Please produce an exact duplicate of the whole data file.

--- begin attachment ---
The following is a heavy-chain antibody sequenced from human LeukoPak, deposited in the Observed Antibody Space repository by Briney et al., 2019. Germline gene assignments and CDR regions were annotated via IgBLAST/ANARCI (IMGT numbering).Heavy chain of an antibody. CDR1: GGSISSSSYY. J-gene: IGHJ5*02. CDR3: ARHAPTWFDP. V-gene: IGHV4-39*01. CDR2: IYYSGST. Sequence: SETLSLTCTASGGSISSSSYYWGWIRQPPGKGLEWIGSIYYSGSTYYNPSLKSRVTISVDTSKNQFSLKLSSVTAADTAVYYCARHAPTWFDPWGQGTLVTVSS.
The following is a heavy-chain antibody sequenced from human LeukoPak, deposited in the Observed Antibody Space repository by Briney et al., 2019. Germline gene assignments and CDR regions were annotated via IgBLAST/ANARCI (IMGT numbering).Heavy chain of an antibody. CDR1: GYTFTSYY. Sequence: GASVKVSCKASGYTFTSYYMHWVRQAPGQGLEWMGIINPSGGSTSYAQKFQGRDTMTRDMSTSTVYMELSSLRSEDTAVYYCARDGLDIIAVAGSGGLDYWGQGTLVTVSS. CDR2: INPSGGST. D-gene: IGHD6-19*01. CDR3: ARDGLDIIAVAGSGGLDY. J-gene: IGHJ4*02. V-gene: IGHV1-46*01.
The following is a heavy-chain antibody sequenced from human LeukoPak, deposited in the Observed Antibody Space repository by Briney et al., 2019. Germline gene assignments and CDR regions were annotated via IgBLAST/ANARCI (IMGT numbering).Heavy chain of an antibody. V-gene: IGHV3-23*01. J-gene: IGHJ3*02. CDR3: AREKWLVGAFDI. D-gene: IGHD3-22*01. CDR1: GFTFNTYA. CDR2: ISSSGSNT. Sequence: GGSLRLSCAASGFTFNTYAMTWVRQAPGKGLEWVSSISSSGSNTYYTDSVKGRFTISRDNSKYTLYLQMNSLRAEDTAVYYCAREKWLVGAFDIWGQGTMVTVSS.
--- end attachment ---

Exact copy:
The following is a heavy-chain antibody sequenced from human LeukoPak, deposited in the Observed Antibody Space repository by Briney et al., 2019. Germline gene assignments and CDR regions were annotated via IgBLAST/ANARCI (IMGT numbering).Heavy chain of an antibody. CDR1: GGSISSSSYY. J-gene: IGHJ5*02. CDR3: ARHAPTWFDP. V-gene: IGHV4-39*01. CDR2: IYYSGST. Sequence: SETLSLTCTASGGSISSSSYYWGWIRQPPGKGLEWIGSIYYSGSTYYNPSLKSRVTISVDTSKNQFSLKLSSVTAADTAVYYCARHAPTWFDPWGQGTLVTVSS.
The following is a heavy-chain antibody sequenced from human LeukoPak, deposited in the Observed Antibody Space repository by Briney et al., 2019. Germline gene assignments and CDR regions were annotated via IgBLAST/ANARCI (IMGT numbering).Heavy chain of an antibody. CDR1: GYTFTSYY. Sequence: GASVKVSCKASGYTFTSYYMHWVRQAPGQGLEWMGIINPSGGSTSYAQKFQGRDTMTRDMSTSTVYMELSSLRSEDTAVYYCARDGLDIIAVAGSGGLDYWGQGTLVTVSS. CDR2: INPSGGST. D-gene: IGHD6-19*01. CDR3: ARDGLDIIAVAGSGGLDY. J-gene: IGHJ4*02. V-gene: IGHV1-46*01.
The following is a heavy-chain antibody sequenced from human LeukoPak, deposited in the Observed Antibody Space repository by Briney et al., 2019. Germline gene assignments and CDR regions were annotated via IgBLAST/ANARCI (IMGT numbering).Heavy chain of an antibody. V-gene: IGHV3-23*01. J-gene: IGHJ3*02. CDR3: AREKWLVGAFDI. D-gene: IGHD3-22*01. CDR1: GFTFNTYA. CDR2: ISSSGSNT. Sequence: GGSLRLSCAASGFTFNTYAMTWVRQAPGKGLEWVSSISSSGSNTYYTDSVKGRFTISRDNSKYTLYLQMNSLRAEDTAVYYCAREKWLVGAFDIWGQGTMVTVSS.